One of the best pieces of advice I ever received came from the most unlikely of people in the most unexpected of places. During my senior year in college I worked part-time driving a taxi in New York City. It allowed me to work odd hours and earn much more than the typical kind of minimum wage jobs generally available to college students.
On my first day at work I was standing near the dispatcher’s office waiting to be assigned a taxi when one of the older cabbies walked up to me. Something about his manner and appearance gave me the sense that he had been working way too long. He had that kind of wild look Christopher Lloyd made famous years later in the sitcom “Taxi.” Without so much as an introduction he said to me, “Son, if you want to survive on the streets of New York, just pretend that every other driver was recently released from a mental institution. Then you’ll be fine.”
With that he walked away and I never spoke to him again. I don’t know if it was the circumstances of the moment, his slightly odd demeanor or the absolute brilliance of his insight; but that little piece of unsolicited advice from a clearly unstable source took immediate residence in my psyche. As a result I was able to remain amazingly calm for the two years I battled New York City traffic and the decades of freeway driving that followed here in Los Angeles.
That experience and the years I’ve spent in the investment business have provided me with considerable time to ponder this thing we call advice. More recently, as the value of investment advice from traditional sources is being increasingly challenged publicly, we are compelled to grapple with the question: What is good advice? Is the distinguishing factor between good advice and bad advice only in the outcome, or can we know it in advance?
Does advice have to come from another person, or can we read it in a book or access it from an algorithm? Is advice defined by its being given or only by its being received? Or is advice just so varied and so broad in how each of us perceives it, that the only intelligent thing we can really say is what Supreme Court Justice Potter Stewart famously opined (about pornography): “I know it when I see it.”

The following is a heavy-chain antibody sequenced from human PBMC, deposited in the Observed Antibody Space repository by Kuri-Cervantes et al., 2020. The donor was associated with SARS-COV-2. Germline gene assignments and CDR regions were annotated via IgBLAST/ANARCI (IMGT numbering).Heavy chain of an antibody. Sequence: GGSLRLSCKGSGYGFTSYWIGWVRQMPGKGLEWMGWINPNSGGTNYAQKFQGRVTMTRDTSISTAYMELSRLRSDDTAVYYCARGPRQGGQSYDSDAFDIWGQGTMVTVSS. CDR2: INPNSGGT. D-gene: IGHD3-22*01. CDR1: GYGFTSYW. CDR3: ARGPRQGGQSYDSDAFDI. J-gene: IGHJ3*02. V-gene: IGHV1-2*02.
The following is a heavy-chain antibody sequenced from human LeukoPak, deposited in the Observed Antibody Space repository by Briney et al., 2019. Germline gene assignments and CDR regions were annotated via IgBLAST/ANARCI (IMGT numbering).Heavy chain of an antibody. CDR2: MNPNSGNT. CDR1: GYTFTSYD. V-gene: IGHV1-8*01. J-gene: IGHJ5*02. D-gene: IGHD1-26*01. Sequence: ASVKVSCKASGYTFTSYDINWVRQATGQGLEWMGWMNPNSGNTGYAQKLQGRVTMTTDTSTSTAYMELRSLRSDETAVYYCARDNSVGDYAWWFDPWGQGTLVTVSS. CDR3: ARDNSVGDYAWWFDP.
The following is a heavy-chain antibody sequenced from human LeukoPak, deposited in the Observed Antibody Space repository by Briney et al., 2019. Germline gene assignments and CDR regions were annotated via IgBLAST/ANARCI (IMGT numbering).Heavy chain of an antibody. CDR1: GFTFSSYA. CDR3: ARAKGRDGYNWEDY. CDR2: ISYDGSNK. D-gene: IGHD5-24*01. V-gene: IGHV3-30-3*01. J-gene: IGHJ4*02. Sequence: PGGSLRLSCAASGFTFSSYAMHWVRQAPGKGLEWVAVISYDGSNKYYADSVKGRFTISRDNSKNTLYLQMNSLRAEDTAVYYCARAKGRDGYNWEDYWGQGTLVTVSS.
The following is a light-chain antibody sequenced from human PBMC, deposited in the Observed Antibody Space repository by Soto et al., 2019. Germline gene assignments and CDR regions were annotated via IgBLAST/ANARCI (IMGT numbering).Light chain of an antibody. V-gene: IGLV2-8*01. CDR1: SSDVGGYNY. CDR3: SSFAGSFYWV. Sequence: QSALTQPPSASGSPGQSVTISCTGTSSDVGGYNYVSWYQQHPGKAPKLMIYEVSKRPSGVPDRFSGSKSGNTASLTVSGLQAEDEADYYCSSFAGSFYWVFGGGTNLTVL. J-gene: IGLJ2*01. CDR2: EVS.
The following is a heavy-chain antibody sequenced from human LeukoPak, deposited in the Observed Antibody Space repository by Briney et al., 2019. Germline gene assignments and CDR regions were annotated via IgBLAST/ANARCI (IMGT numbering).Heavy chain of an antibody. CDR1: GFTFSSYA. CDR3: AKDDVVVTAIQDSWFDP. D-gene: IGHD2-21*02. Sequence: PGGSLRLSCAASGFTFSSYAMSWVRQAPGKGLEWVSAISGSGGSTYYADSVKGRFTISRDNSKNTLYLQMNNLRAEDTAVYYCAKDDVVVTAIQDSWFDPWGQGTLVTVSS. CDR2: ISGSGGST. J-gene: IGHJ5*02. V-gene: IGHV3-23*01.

I Googled phrases like “the best advice I ever received,” and spent a few days going over a few hundred recollections of good advice various individuals had gotten (and in many cases, actualized). My goal was to see if there were any obvious common denominators that connected all this disparate good advice. Here are just a few examples: “Have no regrets.” “You’re not that important, it’s what you do that counts.” “An investor should think like a business owner, not a renter.” “Take the long-term view.” “Have an exit strategy.” “Everything matters, but nothing matters that much.”
My personal favorite is especially relevant in our age of information overload: “Feed the eagles and starve the turkeys.” There are only a few things that really matter—know what they are and put your energy in them. The turkeys will always be right in front of you, pecking around, making noise and demanding attention. Just ignore them.
I was able to identify four common elements present in every example of good advice that these individuals recounted: The advice was simple, it was understandable, it was factual and it was relevant to their lives. And while not every piece of advice that contains those elements will necessarily turn out in the way we would like, the more of these elements that are present the more likely that the advice being offered is good. There is lots of advice floating around in the world—if we take just a little time to evaluate each of these elements it might help us more easily avoid the bad stuff.